Ryan Shazier on Life-Saving Gifts

Brandy Sweeney had everything she hoped for: a husband, two sons, and a baby girl on the way. But one of the most exciting times of her life wasn’t going as planned.

After two relatively simple pregnancies, Brandy was dealing with significant symptoms. And while she at first thought they were normal pregnancy symptoms, they eventually became serious enough that she visited the doctor.

The news that came back – a rare, but life-threatening pregnancy-related heart failure called peripartum cardiomyopathy – stunned Brandy. But she was determined not to let it take her away.

“I wanted to make certain that my kids grew up with a mom,” Brandy says. “So I knew I had to fight through the entire process to make certain I was here for them.”

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It was a difficult five-month journey, beginning with the birth of her healthy baby girl in August 2014. After medicine didn’t improve her heart function enough, doctors installed a heart-assist device.

Soon, though, doctors realized she needed a transplant. And after just over a month on the transplant list, Brandy got word that a new heart was ready for her.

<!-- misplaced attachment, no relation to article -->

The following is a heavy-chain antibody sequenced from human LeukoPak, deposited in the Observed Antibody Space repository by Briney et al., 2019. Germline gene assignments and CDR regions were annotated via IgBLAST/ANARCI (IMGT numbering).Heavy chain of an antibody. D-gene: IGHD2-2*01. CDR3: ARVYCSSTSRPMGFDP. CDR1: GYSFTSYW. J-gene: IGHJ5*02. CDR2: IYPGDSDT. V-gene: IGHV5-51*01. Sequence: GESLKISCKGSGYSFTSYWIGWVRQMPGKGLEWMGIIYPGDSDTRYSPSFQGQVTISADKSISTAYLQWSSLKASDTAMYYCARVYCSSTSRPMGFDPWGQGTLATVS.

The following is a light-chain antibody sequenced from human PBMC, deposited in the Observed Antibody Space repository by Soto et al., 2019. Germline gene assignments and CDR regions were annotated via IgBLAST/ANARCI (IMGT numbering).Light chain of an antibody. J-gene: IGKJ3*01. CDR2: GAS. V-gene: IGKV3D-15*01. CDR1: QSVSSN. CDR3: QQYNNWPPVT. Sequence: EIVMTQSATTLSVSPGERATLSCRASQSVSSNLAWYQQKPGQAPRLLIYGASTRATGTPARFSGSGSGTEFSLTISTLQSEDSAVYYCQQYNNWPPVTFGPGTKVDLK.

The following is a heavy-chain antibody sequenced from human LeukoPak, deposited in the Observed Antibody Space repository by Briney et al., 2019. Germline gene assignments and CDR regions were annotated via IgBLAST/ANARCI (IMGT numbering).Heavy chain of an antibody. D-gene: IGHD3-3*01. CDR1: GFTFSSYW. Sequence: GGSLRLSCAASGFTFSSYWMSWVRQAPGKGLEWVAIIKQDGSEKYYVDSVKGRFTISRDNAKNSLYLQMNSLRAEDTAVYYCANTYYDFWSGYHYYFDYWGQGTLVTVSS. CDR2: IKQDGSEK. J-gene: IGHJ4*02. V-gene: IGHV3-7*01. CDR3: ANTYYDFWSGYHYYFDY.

The surgery, in January 2015, did more than save Brandy’s life: It got her back to her family. Today, she lives with her husband and three children in Point Pleasant, W.Va. She’s also become an advocate for organ donation, making it a part of her already extensive community service.

The ordeal gave Brandy a new perspective on how to handle difficult situations.

“I would absolutely say to stay positive,” she says. “I think your attitude has a lot to do with the entire situation. I think it has everything to do with how quickly you recover. And my faith was a big part in it all. And I think that people need to rely on their families and just have a good support system and just know that everything’s going to get better.”

About Heart and Vascular Institute

The UPMC Heart and Vascular Institute has long been a leader in cardiovascular care, with a rich history in clinical research and innovation. As one of the first heart transplant centers in the country and as the developer of one of the first heart-assist devices, UPMC has contributed to advancing the field of cardiovascular medicine.